With the understanding of each team member’s natural inclination, you can determine the team’s collective dominant Center of Intelligence. If your team is over-expressed in the head center, you have clarity on alignment but not enough connection or attunement so there is risk of burnout. That will point your team to doing more work in building relationships and cohesion.  If your team is over-expressed in the heart center, you will enjoy collaboration but you won’t have enough clarity on team purpose, goals and deliverables. That will point your team to doing more work in clarifying team purpose, goals and individual tasks. Finally, if your team is over-expressed in the Body Center, you will need to work on both relationship building and clarifying team purpose, goals and deliverables.

Let’s Get Back to Baseball!

How does this connect us back to the playoffs and the two teams who are playing in the World Series?  As I listened to the post-game interviews for the Arizona Diamondbacks, many comments referenced the energy in the clubhouse, the connection between team members (attunement), they also stated that everyone knew what their role was and the little things that mattered (alignment) to move toward the ultimate goal of winning the World Series (acceleration). Time will tell which team has developed the right balance of the “3As” to move to peak performance.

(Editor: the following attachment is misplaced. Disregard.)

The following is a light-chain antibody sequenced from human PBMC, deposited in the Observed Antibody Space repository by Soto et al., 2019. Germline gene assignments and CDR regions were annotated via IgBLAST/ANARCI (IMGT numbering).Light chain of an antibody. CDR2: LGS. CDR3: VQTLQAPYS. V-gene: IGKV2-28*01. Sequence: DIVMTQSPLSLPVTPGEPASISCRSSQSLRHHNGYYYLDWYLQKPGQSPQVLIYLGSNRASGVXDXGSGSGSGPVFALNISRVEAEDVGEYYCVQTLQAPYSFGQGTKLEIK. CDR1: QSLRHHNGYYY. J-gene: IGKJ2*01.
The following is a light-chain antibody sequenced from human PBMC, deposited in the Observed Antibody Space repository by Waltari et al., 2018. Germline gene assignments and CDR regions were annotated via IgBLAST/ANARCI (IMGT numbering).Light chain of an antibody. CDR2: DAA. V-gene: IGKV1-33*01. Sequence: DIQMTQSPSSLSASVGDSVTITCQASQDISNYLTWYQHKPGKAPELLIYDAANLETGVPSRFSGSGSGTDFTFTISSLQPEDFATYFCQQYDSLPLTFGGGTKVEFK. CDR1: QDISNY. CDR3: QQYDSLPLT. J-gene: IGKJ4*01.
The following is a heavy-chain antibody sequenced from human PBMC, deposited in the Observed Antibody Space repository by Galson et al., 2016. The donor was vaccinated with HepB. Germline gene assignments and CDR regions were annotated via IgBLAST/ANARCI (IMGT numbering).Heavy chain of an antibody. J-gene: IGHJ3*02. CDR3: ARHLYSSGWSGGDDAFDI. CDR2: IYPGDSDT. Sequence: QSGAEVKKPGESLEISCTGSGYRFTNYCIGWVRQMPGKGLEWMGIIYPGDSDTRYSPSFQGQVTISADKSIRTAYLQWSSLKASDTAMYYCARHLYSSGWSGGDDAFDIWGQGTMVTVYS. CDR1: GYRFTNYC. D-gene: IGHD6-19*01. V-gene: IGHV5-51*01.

Check out my blog series below on the Enneagram, or get in touch if you want to explore how you can move your team toward peak performance or talk about baseball.

Blog Series

Creating a Championship Team with the Enneagram

The Enneagram: Nine Points of View and Core Motivation

The Enneagram: Connecting Ancient Wisdom to Global Transformation

The Enneagram and Neuroscience: Growing New Neural Pathways


Next Level Board Leadership: What does it take?

I was recently contacted by a local organization to explore supporting them with an executive transition. The leader had given the board more than 9 months notice of retirement and the board was ready to get going on the hiring process.

As I chatted with the board leaders, it became clear there were other challenges that the board was avoiding because they wanted to focus on something that was less contentious and forward-looking.   

I have a few standard questions that I ask to gauge the health of the organization, the health of the board and the relationship between the board chair and executive director.

      1. How large is the board? Are there term limits?
      2. How would you describe the relationship between the board chair and executive director? How often do they meet?
      3. What have the revenue/expense trends been over the last 3 years?
      4. How large of a reserve does the organization have?
      5. When was the last strategic planning process?

The answers to these questions determine how healthy an organization is and I strongly believe this: Your organization is only as healthy as your board and that STARTS with the relationship between your Board Chair and Executive Director. Joan Garry has written many great blog posts related to board health and this post on board chair-executive director relationship came to mind as I sat through this meeting. The answers to the above questions were the following: